The National Committee for the Right to Life – one of the largest anti-abortion groups – backs the alleged treatment and says women deserve to know it’s an option.
But the American College of Obstetricians and Gynecologists, the leading national organization of reproductive health clinicians, said reversal therapy is not backed by science and can cause dangerous bleeding. And one 2019 trial evaluating abortion reversal treatment with progesterone ended prematurely due to three participants having high levels of internal bleeding.
Dr. Mary Jacobson, chief medical officer of Alpha Medical, a women’s health telemedicine group that is adding medical abortion as a service, called progesterone treatment “an idea not proven and unethical that suggests an oversimplification of the hormonal complexity and neurochemical processes of a medical abortion can be manipulated.
However, to date, federal health agencies like the Food and Drug Administration and the Centers for Disease Control and Prevention have not weighed in on the safety or effectiveness of administering progesterone as a way to reverse an abortion. medicated, which makes it harder for the platforms. to navigate misinformation without an authoritative federal voice to quote. An FDA spokesperson said it has not approved any anti-abortion pill products.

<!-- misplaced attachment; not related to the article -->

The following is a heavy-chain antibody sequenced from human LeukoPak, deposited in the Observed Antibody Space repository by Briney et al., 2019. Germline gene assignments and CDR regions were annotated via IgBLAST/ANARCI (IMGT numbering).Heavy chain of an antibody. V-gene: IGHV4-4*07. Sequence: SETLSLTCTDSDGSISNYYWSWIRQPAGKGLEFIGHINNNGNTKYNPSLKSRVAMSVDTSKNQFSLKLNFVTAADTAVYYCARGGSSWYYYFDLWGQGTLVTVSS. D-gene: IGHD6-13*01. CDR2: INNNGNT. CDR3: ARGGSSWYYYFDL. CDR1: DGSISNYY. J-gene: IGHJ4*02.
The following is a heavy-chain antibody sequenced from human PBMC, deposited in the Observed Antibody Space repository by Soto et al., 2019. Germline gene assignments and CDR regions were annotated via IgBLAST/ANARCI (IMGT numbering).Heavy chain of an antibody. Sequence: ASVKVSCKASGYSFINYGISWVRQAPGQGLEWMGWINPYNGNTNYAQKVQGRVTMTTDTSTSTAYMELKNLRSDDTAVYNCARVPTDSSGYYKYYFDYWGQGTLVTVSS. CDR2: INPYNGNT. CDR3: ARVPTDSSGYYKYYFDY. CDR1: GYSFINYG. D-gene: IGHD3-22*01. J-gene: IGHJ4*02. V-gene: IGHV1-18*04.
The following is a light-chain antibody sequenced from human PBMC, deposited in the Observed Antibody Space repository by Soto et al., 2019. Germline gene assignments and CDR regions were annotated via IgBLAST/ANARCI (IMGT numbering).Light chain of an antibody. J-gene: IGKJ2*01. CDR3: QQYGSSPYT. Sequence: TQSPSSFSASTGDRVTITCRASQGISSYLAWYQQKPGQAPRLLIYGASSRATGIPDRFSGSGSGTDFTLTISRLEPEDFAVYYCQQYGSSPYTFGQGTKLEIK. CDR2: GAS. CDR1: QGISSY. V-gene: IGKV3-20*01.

The content of the anti-abortion pill is just a subset of the misinformation circulating online as debates about the Dobbs decisions are proliferating on social networks. Other fake content from anti-abortion groups includes posts saying FDA-approved medical abortion causes cancer and infertility, even though medical abortion has been proven to be safer than Tylenol. And on the abortion rights side, individuals are spreading misinformation about home herbal treatments to induce abortion, which can be potentially toxic.